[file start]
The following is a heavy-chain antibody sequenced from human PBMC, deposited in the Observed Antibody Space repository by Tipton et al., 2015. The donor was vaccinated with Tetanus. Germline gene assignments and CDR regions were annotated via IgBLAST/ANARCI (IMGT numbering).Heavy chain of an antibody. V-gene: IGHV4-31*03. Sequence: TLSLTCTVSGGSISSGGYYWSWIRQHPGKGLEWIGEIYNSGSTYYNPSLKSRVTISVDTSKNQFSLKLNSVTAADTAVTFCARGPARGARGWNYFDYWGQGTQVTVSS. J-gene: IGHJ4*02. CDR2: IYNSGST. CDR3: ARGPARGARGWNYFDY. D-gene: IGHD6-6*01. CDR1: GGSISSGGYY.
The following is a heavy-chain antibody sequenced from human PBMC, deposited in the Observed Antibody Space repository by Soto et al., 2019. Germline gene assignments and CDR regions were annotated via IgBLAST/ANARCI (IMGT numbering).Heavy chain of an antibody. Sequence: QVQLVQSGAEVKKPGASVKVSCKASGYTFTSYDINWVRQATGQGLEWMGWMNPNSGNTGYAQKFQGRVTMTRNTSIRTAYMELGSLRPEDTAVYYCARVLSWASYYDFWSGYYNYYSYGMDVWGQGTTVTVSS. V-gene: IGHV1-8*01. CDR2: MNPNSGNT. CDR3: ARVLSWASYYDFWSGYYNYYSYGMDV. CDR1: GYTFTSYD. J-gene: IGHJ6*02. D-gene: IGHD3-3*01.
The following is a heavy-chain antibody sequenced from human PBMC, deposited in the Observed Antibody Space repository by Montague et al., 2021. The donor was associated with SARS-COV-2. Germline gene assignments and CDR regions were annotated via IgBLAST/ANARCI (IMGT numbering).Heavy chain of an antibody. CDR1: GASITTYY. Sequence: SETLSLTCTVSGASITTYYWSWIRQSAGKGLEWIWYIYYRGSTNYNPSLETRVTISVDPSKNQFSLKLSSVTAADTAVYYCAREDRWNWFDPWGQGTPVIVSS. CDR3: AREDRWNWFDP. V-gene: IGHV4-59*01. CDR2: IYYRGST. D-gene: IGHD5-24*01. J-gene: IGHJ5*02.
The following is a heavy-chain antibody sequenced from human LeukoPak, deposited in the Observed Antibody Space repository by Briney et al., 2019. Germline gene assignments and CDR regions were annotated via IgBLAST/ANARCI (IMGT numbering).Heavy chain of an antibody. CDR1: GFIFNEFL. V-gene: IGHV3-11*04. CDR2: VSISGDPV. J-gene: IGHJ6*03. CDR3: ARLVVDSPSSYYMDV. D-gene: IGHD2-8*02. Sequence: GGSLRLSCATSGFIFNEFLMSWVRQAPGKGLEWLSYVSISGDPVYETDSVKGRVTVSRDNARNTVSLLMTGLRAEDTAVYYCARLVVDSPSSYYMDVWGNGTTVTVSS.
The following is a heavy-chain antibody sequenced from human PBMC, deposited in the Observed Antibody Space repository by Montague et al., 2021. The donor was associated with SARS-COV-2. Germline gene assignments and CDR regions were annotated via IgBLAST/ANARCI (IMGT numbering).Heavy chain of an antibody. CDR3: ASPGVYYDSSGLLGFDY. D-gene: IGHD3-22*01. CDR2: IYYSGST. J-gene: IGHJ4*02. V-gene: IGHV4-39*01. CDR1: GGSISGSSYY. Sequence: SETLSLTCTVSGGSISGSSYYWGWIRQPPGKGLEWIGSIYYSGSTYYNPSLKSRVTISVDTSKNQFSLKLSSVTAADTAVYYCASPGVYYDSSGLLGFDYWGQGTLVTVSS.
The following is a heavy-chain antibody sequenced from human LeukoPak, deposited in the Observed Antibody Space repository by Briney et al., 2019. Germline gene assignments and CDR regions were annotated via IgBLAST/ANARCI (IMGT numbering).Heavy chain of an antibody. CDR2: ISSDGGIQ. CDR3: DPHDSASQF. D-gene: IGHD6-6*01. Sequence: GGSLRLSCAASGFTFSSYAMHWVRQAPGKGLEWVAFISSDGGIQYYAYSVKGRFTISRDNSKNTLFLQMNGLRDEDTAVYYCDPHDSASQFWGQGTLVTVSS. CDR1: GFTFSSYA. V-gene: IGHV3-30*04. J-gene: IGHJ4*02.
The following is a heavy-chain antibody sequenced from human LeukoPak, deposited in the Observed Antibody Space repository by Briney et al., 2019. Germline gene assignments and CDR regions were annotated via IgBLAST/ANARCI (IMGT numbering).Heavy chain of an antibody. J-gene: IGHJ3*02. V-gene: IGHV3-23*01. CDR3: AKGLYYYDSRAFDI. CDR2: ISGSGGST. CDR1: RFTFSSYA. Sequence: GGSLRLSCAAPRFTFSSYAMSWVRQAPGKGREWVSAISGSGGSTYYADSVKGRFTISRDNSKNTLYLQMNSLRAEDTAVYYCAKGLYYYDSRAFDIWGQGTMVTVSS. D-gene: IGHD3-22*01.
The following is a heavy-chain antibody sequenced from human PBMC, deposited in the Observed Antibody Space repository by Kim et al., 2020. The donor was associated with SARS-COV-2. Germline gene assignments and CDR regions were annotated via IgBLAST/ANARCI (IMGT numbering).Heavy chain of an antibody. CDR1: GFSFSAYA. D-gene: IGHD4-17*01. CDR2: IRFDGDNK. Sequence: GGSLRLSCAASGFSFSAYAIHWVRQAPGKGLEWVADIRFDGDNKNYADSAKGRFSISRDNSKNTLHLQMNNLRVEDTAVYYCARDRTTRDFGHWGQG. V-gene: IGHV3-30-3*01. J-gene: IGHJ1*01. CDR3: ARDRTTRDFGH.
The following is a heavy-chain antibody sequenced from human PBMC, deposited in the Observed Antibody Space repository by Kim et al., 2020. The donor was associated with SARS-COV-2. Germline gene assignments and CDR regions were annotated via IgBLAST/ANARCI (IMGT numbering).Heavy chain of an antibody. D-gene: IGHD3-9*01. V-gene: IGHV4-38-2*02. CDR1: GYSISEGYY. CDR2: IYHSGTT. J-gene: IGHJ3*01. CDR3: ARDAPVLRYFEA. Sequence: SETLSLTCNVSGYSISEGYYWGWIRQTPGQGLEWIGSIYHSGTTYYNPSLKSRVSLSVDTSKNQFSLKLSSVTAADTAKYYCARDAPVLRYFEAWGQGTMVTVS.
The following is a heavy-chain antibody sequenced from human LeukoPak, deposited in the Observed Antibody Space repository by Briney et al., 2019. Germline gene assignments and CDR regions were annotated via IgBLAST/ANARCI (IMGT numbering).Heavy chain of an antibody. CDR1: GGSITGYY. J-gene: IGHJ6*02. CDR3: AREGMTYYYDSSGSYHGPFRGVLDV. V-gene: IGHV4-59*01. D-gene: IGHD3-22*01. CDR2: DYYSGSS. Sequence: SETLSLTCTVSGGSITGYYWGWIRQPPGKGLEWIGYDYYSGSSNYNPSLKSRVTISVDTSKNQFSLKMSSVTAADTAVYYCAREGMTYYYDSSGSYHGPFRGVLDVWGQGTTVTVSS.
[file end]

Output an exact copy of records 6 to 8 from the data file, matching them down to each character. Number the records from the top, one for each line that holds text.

The following is a heavy-chain antibody sequenced from human LeukoPak, deposited in the Observed Antibody Space repository by Briney et al., 2019. Germline gene assignments and CDR regions were annotated via IgBLAST/ANARCI (IMGT numbering).Heavy chain of an antibody. CDR2: ISSDGGIQ. CDR3: DPHDSASQF. D-gene: IGHD6-6*01. Sequence: GGSLRLSCAASGFTFSSYAMHWVRQAPGKGLEWVAFISSDGGIQYYAYSVKGRFTISRDNSKNTLFLQMNGLRDEDTAVYYCDPHDSASQFWGQGTLVTVSS. CDR1: GFTFSSYA. V-gene: IGHV3-30*04. J-gene: IGHJ4*02.
The following is a heavy-chain antibody sequenced from human LeukoPak, deposited in the Observed Antibody Space repository by Briney et al., 2019. Germline gene assignments and CDR regions were annotated via IgBLAST/ANARCI (IMGT numbering).Heavy chain of an antibody. J-gene: IGHJ3*02. V-gene: IGHV3-23*01. CDR3: AKGLYYYDSRAFDI. CDR2: ISGSGGST. CDR1: RFTFSSYA. Sequence: GGSLRLSCAAPRFTFSSYAMSWVRQAPGKGREWVSAISGSGGSTYYADSVKGRFTISRDNSKNTLYLQMNSLRAEDTAVYYCAKGLYYYDSRAFDIWGQGTMVTVSS. D-gene: IGHD3-22*01.
The following is a heavy-chain antibody sequenced from human PBMC, deposited in the Observed Antibody Space repository by Kim et al., 2020. The donor was associated with SARS-COV-2. Germline gene assignments and CDR regions were annotated via IgBLAST/ANARCI (IMGT numbering).Heavy chain of an antibody. CDR1: GFSFSAYA. D-gene: IGHD4-17*01. CDR2: IRFDGDNK. Sequence: GGSLRLSCAASGFSFSAYAIHWVRQAPGKGLEWVADIRFDGDNKNYADSAKGRFSISRDNSKNTLHLQMNNLRVEDTAVYYCARDRTTRDFGHWGQG. V-gene: IGHV3-30-3*01. J-gene: IGHJ1*01. CDR3: ARDRTTRDFGH.